Scott Hodge, president of the Tax Foundation acknowledges that “although there is no empirical standard for what constitutes a “fair share” of the tax burden, tax fairness is often used by leading international organizations, such as the European Commission, and non-governmental organizations (NGOs) such as the Tax Justice Network, to justify higher taxes on businesses and corporations”.
The Tax Foundation released a new Tax Fact, Contrary to “Fair Share” Claims, Businesses are Central to Tax Collection Systems.
The key findings of the report are:
- Recent studies show that businesses and corporations contribute significantly to government coffers through the taxes they are legally liable to pay and the taxes they are required to collect and remit on behalf of others.
- A recent study by the Organisation for Economic Co-operation and Development (OECD) found that corporations and businesses pay an average of 33.5 percent of the total taxes collected by 24 leading OECD countries.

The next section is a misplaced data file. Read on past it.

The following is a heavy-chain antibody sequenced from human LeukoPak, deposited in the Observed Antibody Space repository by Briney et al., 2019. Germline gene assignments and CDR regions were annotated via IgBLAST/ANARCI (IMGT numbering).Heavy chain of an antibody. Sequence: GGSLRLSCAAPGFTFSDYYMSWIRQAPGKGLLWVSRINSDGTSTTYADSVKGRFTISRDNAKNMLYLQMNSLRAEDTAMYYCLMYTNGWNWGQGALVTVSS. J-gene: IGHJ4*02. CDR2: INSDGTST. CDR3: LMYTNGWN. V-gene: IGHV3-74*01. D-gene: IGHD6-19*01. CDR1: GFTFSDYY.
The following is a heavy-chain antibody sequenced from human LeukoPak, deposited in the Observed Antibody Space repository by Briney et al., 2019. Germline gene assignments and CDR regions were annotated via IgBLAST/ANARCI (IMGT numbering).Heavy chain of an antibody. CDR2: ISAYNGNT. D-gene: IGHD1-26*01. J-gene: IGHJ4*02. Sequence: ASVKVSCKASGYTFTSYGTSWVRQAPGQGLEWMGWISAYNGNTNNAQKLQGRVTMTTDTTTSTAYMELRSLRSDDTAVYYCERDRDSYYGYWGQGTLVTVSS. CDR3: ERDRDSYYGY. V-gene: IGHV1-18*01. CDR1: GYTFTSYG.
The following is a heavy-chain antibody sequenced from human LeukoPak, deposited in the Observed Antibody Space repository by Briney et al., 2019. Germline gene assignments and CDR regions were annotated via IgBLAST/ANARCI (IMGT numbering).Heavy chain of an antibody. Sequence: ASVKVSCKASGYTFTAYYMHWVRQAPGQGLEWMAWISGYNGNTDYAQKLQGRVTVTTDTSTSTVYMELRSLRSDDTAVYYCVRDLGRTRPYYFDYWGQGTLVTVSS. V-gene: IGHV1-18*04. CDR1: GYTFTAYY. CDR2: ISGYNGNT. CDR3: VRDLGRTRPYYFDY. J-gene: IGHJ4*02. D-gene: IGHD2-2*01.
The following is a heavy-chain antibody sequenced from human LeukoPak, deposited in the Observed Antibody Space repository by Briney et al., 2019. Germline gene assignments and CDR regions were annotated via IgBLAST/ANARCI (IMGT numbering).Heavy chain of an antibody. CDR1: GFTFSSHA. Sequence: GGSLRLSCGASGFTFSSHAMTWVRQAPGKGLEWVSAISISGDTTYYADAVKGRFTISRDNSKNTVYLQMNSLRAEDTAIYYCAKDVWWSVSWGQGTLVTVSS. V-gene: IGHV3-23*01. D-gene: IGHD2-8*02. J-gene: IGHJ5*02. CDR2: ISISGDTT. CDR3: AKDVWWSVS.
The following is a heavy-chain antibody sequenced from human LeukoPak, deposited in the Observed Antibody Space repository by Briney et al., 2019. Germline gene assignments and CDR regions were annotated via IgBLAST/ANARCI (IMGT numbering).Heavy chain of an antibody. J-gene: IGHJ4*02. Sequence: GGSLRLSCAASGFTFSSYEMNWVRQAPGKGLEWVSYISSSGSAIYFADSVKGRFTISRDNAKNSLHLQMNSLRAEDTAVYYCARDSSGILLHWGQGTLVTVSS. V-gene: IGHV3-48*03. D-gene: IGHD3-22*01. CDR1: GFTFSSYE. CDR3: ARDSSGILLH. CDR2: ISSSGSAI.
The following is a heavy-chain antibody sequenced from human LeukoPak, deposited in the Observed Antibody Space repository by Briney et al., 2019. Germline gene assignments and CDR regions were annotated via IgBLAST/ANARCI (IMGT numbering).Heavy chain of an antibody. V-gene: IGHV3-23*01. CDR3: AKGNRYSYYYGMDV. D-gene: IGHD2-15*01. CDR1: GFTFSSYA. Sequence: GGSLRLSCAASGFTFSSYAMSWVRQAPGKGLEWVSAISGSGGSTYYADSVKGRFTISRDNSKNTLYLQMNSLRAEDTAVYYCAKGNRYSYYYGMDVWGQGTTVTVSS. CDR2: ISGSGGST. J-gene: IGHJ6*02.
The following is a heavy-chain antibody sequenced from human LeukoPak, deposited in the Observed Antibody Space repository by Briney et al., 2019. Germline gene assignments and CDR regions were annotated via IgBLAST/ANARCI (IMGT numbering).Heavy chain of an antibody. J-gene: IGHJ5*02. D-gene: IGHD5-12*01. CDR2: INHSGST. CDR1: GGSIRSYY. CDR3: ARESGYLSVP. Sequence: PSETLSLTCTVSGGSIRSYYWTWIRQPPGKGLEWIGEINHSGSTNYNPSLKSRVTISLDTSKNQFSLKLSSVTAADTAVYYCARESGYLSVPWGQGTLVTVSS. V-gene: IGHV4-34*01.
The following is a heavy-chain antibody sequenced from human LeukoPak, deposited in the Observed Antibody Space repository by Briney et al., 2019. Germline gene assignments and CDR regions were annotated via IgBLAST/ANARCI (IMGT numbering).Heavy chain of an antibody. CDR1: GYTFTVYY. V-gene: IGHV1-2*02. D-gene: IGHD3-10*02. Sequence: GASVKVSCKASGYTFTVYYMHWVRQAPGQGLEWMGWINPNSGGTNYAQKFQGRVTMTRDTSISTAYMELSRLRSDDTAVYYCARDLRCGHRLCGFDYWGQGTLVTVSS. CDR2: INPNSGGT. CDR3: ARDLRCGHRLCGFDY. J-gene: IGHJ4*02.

- The Czech Republic has the most “business dependent” tax system, with businesses contributing 52 percent of all collections. Six countries receive more than 40 percent of their total revenues from business—Austria, France, Italy, the Netherlands, Poland, and Spain.
Concluding, Hodge says that “policymakers must be careful about trying to raise the tax burden on businesses because the ultimate economic burden of these tax hikes will ultimately fall on workers through lower wages, shareholders through lower returns, or consumers through higher prices or fewer goods”.
To read the full report click here.